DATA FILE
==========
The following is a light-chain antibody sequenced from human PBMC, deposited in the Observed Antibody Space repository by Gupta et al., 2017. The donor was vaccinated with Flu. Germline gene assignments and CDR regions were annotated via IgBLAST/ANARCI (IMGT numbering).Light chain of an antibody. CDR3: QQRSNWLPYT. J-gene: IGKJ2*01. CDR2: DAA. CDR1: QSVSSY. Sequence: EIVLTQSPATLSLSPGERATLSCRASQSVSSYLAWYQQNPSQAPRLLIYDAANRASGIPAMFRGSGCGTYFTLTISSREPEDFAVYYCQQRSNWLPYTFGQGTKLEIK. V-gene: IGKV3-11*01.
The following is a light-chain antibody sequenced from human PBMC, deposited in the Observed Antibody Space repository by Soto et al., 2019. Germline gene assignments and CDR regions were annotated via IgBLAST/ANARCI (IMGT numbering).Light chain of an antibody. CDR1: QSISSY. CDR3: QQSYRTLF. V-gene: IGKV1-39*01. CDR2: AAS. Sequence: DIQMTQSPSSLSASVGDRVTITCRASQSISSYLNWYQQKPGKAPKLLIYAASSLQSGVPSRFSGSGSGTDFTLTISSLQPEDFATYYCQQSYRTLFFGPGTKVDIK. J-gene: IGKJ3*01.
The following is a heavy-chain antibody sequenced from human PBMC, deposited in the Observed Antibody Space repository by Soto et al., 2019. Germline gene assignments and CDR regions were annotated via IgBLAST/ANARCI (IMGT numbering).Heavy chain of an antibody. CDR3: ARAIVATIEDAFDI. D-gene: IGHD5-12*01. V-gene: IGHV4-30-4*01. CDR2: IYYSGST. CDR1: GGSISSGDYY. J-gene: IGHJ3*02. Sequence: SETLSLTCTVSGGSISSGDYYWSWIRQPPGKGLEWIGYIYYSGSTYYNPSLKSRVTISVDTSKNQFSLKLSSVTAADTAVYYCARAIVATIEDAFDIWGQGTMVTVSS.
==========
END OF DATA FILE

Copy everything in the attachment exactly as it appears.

The following is a light-chain antibody sequenced from human PBMC, deposited in the Observed Antibody Space repository by Gupta et al., 2017. The donor was vaccinated with Flu. Germline gene assignments and CDR regions were annotated via IgBLAST/ANARCI (IMGT numbering).Light chain of an antibody. CDR3: QQRSNWLPYT. J-gene: IGKJ2*01. CDR2: DAA. CDR1: QSVSSY. Sequence: EIVLTQSPATLSLSPGERATLSCRASQSVSSYLAWYQQNPSQAPRLLIYDAANRASGIPAMFRGSGCGTYFTLTISSREPEDFAVYYCQQRSNWLPYTFGQGTKLEIK. V-gene: IGKV3-11*01.
The following is a light-chain antibody sequenced from human PBMC, deposited in the Observed Antibody Space repository by Soto et al., 2019. Germline gene assignments and CDR regions were annotated via IgBLAST/ANARCI (IMGT numbering).Light chain of an antibody. CDR1: QSISSY. CDR3: QQSYRTLF. V-gene: IGKV1-39*01. CDR2: AAS. Sequence: DIQMTQSPSSLSASVGDRVTITCRASQSISSYLNWYQQKPGKAPKLLIYAASSLQSGVPSRFSGSGSGTDFTLTISSLQPEDFATYYCQQSYRTLFFGPGTKVDIK. J-gene: IGKJ3*01.
The following is a heavy-chain antibody sequenced from human PBMC, deposited in the Observed Antibody Space repository by Soto et al., 2019. Germline gene assignments and CDR regions were annotated via IgBLAST/ANARCI (IMGT numbering).Heavy chain of an antibody. CDR3: ARAIVATIEDAFDI. D-gene: IGHD5-12*01. V-gene: IGHV4-30-4*01. CDR2: IYYSGST. CDR1: GGSISSGDYY. J-gene: IGHJ3*02. Sequence: SETLSLTCTVSGGSISSGDYYWSWIRQPPGKGLEWIGYIYYSGSTYYNPSLKSRVTISVDTSKNQFSLKLSSVTAADTAVYYCARAIVATIEDAFDIWGQGTMVTVSS.